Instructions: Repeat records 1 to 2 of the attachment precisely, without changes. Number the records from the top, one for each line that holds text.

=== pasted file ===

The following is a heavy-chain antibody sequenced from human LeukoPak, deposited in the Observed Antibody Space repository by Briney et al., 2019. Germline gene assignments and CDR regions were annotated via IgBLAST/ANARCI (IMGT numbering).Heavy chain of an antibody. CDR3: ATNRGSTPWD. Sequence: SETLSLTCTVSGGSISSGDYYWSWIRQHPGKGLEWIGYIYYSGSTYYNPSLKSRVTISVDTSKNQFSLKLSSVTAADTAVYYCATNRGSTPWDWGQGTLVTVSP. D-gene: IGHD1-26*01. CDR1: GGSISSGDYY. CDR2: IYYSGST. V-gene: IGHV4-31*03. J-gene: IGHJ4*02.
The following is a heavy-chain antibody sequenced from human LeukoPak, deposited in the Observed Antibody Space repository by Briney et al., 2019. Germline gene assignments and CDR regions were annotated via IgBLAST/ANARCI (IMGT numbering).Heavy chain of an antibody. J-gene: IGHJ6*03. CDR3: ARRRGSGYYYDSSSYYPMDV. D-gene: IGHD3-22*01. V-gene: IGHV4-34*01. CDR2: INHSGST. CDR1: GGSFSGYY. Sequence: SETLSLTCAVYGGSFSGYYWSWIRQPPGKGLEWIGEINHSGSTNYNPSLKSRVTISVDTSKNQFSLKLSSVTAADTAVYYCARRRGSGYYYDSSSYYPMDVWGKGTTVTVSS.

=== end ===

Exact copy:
The following is a heavy-chain antibody sequenced from human LeukoPak, deposited in the Observed Antibody Space repository by Briney et al., 2019. Germline gene assignments and CDR regions were annotated via IgBLAST/ANARCI (IMGT numbering).Heavy chain of an antibody. CDR3: ATNRGSTPWD. Sequence: SETLSLTCTVSGGSISSGDYYWSWIRQHPGKGLEWIGYIYYSGSTYYNPSLKSRVTISVDTSKNQFSLKLSSVTAADTAVYYCATNRGSTPWDWGQGTLVTVSP. D-gene: IGHD1-26*01. CDR1: GGSISSGDYY. CDR2: IYYSGST. V-gene: IGHV4-31*03. J-gene: IGHJ4*02.
The following is a heavy-chain antibody sequenced from human LeukoPak, deposited in the Observed Antibody Space repository by Briney et al., 2019. Germline gene assignments and CDR regions were annotated via IgBLAST/ANARCI (IMGT numbering).Heavy chain of an antibody. J-gene: IGHJ6*03. CDR3: ARRRGSGYYYDSSSYYPMDV. D-gene: IGHD3-22*01. V-gene: IGHV4-34*01. CDR2: INHSGST. CDR1: GGSFSGYY. Sequence: SETLSLTCAVYGGSFSGYYWSWIRQPPGKGLEWIGEINHSGSTNYNPSLKSRVTISVDTSKNQFSLKLSSVTAADTAVYYCARRRGSGYYYDSSSYYPMDVWGKGTTVTVSS.